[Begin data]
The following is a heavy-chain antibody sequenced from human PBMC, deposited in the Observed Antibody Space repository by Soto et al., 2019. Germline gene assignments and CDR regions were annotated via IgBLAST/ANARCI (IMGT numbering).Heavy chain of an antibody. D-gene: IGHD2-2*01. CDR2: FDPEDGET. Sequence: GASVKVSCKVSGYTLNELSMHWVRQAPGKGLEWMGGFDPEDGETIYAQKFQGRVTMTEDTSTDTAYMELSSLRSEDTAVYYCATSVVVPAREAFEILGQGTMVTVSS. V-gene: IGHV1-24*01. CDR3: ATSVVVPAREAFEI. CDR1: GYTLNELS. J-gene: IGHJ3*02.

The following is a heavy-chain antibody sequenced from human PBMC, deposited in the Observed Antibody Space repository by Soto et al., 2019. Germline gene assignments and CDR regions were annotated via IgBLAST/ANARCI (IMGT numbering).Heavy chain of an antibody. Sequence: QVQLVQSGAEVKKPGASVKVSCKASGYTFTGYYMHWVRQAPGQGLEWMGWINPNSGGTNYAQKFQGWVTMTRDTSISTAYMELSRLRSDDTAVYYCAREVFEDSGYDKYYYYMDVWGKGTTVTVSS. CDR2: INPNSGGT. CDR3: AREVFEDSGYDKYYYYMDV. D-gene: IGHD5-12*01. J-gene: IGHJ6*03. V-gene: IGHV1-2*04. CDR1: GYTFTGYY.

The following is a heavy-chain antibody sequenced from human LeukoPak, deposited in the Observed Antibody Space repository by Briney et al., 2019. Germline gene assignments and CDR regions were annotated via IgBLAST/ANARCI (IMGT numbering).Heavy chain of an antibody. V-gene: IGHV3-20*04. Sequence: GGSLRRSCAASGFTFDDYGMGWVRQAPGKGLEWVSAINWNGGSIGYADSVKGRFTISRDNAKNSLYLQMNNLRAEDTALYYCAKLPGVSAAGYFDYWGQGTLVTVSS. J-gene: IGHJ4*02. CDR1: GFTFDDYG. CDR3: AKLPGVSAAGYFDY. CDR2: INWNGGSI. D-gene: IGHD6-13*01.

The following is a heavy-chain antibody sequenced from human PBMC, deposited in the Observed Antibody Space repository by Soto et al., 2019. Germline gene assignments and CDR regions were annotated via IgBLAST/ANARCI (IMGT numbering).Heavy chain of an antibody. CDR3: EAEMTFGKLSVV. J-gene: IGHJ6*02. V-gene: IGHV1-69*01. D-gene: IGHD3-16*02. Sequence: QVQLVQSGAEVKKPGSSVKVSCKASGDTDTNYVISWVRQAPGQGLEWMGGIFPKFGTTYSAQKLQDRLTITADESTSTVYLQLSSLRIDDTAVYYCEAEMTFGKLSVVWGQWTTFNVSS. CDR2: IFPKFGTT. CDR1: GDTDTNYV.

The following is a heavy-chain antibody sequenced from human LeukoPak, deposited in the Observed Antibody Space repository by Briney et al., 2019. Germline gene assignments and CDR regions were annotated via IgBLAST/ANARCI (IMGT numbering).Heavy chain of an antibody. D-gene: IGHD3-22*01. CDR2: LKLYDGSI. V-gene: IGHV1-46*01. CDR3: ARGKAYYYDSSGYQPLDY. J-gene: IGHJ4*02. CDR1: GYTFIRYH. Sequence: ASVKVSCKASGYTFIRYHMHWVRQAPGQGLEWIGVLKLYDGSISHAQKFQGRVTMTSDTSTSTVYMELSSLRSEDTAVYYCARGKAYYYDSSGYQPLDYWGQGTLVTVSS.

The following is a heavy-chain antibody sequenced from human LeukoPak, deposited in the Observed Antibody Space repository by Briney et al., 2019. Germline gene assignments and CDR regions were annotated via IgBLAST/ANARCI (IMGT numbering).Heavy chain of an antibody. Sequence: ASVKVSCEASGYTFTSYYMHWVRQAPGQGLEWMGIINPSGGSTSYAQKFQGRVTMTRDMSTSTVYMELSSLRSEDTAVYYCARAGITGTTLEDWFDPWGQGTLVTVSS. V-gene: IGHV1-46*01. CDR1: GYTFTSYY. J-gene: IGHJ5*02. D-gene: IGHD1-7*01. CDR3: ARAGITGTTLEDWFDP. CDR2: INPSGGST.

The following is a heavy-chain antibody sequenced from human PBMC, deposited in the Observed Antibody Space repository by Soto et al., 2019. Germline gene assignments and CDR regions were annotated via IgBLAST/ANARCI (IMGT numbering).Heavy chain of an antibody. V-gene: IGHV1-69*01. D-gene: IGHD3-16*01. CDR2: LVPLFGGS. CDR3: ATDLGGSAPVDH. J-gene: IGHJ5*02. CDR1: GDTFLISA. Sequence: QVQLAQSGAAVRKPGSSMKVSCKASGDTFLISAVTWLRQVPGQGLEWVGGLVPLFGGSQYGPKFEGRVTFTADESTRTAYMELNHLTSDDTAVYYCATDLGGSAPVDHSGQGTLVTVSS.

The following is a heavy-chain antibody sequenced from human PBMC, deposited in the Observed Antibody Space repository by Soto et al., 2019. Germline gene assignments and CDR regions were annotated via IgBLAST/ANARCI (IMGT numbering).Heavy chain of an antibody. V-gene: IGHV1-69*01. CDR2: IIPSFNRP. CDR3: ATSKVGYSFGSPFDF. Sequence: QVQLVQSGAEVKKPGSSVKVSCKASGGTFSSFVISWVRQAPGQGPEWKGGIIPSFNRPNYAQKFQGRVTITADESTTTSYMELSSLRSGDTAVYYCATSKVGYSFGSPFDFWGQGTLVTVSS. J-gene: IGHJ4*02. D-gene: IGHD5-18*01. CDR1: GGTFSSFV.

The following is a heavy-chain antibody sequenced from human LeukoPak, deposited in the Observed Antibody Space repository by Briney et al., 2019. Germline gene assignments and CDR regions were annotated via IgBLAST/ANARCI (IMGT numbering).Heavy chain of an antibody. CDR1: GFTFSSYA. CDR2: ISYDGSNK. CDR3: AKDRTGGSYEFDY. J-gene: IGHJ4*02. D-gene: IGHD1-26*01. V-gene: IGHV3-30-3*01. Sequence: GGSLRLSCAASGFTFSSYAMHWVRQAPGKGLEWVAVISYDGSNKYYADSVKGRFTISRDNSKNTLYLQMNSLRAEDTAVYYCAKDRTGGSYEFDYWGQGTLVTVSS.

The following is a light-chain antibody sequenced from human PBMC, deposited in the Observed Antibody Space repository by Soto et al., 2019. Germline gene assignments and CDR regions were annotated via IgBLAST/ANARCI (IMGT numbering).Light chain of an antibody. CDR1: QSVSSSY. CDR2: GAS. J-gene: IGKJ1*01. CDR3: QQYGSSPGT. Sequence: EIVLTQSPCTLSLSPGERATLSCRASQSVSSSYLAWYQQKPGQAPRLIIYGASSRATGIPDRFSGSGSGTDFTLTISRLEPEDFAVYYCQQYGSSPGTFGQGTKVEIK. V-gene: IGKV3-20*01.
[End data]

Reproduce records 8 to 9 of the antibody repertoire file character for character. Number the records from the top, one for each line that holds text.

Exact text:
The following is a heavy-chain antibody sequenced from human PBMC, deposited in the Observed Antibody Space repository by Soto et al., 2019. Germline gene assignments and CDR regions were annotated via IgBLAST/ANARCI (IMGT numbering).Heavy chain of an antibody. V-gene: IGHV1-69*01. CDR2: IIPSFNRP. CDR3: ATSKVGYSFGSPFDF. Sequence: QVQLVQSGAEVKKPGSSVKVSCKASGGTFSSFVISWVRQAPGQGPEWKGGIIPSFNRPNYAQKFQGRVTITADESTTTSYMELSSLRSGDTAVYYCATSKVGYSFGSPFDFWGQGTLVTVSS. J-gene: IGHJ4*02. D-gene: IGHD5-18*01. CDR1: GGTFSSFV.

The following is a heavy-chain antibody sequenced from human LeukoPak, deposited in the Observed Antibody Space repository by Briney et al., 2019. Germline gene assignments and CDR regions were annotated via IgBLAST/ANARCI (IMGT numbering).Heavy chain of an antibody. CDR1: GFTFSSYA. CDR2: ISYDGSNK. CDR3: AKDRTGGSYEFDY. J-gene: IGHJ4*02. D-gene: IGHD1-26*01. V-gene: IGHV3-30-3*01. Sequence: GGSLRLSCAASGFTFSSYAMHWVRQAPGKGLEWVAVISYDGSNKYYADSVKGRFTISRDNSKNTLYLQMNSLRAEDTAVYYCAKDRTGGSYEFDYWGQGTLVTVSS.